Inevitably, Chirac will be remembered outside France as the only dissonant voice, among world leaders, to the US-led 1992 Iraq invasion. Chirac was resolutely opposed to the Bush-Blair duumvirate. That period, as leader of Old Europe, fleetingly earned Chirac 90% support within France. And that’s what even chimes in France today. Asked what most marked Chirac’s 12 Years A President, 71% told Ifop it was his opposition to the Iraq war.
A week before the Iraq invasion, Chirac said ‘War is always a last resort, is always proof of failure, and is always the worst solution because it leads to death and misery.’ He also said any Iraq invasion would be a ‘nightmare’. And it’s perhaps worth recalling (thanks to Wikileaks) that François Hollande (then Socialist Party General Secretary) went to the American Ambassador regretting Chirac’s ‘gratuitous obstruction’. Last week, demonstrating his balance, ex-President Hollande paid tribute to Chirac as a ‘humanist … who always denounced xenophobia, racism and anti-semitism … [and who] refused to engage our country in the Iraq War whose tragic consequences we measure today.’
President Chirac’s practical achievements were modest. He made sure no successor would ever serve as long by reducing the 7-year Presidential term to 5. He also got rid of military service. Those 2 changes were each chosen by 40% of Ifop’s sample to be the highlight of Chirac’s 12 years.
He also recognised the complicity of the French State (police and public servants) in the acts of the collaborationist Vichy government – especially the 1942 Vel d’Hiv Round-Up when (according to the police Prefecture) 13,152 Jews (including 4,051 children) were arrested, starved in internment camps around Paris and transported to Auschwitz. Chirac was the first French President to apologise for ‘the mistakes of the French state’. That statement of France’s complicity was seen as his most important achievement by 32% of Ifop‘s sample. While 33% cited his 2002 Johannesburg speech on climate change: ‘Our house is burning and we’re looking in another direction.’
Towards the end of his life, Chirac’s decades of misdeeds finally caught up with him. In 2011, he had his days in Court. France finally got confirmation of his sleazy, criminal activities when Paris Mayor from 1977 to 1995. Party workers given fake jobs, kickbacks for public contracts, local elections rigged. Satirical puppet show, Les Guignols, had long since characterised him Supermenteur (Superliar). Only his illness kept Chirac out of jail, while his long-term N° 2, ex-Prime Minister Alain Juppé, paid part of the price for that corrupt Paris operation and was forced to resign as Bordeaux Mayor.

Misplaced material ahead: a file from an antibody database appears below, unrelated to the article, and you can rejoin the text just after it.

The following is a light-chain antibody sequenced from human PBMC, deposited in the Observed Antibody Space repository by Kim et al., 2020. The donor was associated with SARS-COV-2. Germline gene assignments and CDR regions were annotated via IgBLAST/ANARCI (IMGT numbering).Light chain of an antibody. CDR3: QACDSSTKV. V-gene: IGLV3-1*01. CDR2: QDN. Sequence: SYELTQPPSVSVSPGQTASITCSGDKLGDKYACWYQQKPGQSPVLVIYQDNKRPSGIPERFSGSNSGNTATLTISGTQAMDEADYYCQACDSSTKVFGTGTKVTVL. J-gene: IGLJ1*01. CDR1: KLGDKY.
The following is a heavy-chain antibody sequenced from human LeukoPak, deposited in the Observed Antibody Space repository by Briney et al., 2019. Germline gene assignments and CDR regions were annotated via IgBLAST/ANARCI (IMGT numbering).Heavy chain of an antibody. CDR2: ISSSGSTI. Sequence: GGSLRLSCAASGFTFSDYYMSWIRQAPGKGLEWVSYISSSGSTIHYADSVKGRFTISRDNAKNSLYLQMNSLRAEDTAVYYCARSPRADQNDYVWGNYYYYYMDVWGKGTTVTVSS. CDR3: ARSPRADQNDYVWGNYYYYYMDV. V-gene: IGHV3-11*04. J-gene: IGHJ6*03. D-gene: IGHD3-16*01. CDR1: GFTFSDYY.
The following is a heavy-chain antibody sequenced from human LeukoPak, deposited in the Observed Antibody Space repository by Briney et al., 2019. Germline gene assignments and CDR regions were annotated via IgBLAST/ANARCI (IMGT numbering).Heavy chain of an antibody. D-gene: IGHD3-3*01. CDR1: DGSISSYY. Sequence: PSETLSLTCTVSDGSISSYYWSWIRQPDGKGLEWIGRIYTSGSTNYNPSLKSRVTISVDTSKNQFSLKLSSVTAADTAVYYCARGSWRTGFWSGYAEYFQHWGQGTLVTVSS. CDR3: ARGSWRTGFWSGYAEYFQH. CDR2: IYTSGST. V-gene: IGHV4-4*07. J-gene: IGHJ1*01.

But that was all so long ago. And over his final years the myth of The Man Who Loved The People would be nurtured.
There were obviously pictures galore to accompany all the written hommages to what now seems a very distant world. Conservative Figaro has a good set under the semi-ironic title ‘Style icon’ – it’s striking to see how far apart from each other he and Mme Chirac could sit on a sofa with him still having his arm around her shoulders. Huffington Post has some great photos (a man from another time and world) under the title ‘Abracadabrantesque political icon’ [that wonderful first word, initially ‘popularised’ by the poet Rimbaud, was adopted by Chirac when asked on TV about illegal funding of his political party’ – meaning ‘utterly improbable’ it’s the single word most associated with Chirac.]